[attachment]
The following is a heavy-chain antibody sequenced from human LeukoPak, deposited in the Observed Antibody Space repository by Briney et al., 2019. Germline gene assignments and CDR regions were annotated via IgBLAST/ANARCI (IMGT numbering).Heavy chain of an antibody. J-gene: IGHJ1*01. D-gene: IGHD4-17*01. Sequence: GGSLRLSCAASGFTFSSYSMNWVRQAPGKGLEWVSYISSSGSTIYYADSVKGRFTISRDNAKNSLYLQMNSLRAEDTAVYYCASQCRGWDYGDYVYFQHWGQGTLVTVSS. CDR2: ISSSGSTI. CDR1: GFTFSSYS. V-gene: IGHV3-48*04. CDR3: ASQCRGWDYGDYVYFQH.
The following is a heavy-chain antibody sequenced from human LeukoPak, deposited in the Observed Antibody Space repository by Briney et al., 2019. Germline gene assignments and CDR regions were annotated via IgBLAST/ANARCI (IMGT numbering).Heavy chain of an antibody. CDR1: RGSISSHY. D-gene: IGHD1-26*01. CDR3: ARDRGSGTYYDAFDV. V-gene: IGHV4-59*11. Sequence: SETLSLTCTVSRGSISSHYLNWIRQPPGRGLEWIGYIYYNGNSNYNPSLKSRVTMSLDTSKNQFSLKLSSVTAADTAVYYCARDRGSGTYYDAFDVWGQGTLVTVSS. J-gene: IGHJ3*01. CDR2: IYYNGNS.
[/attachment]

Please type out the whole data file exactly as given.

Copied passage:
The following is a heavy-chain antibody sequenced from human LeukoPak, deposited in the Observed Antibody Space repository by Briney et al., 2019. Germline gene assignments and CDR regions were annotated via IgBLAST/ANARCI (IMGT numbering).Heavy chain of an antibody. J-gene: IGHJ1*01. D-gene: IGHD4-17*01. Sequence: GGSLRLSCAASGFTFSSYSMNWVRQAPGKGLEWVSYISSSGSTIYYADSVKGRFTISRDNAKNSLYLQMNSLRAEDTAVYYCASQCRGWDYGDYVYFQHWGQGTLVTVSS. CDR2: ISSSGSTI. CDR1: GFTFSSYS. V-gene: IGHV3-48*04. CDR3: ASQCRGWDYGDYVYFQH.
The following is a heavy-chain antibody sequenced from human LeukoPak, deposited in the Observed Antibody Space repository by Briney et al., 2019. Germline gene assignments and CDR regions were annotated via IgBLAST/ANARCI (IMGT numbering).Heavy chain of an antibody. CDR1: RGSISSHY. D-gene: IGHD1-26*01. CDR3: ARDRGSGTYYDAFDV. V-gene: IGHV4-59*11. Sequence: SETLSLTCTVSRGSISSHYLNWIRQPPGRGLEWIGYIYYNGNSNYNPSLKSRVTMSLDTSKNQFSLKLSSVTAADTAVYYCARDRGSGTYYDAFDVWGQGTLVTVSS. J-gene: IGHJ3*01. CDR2: IYYNGNS.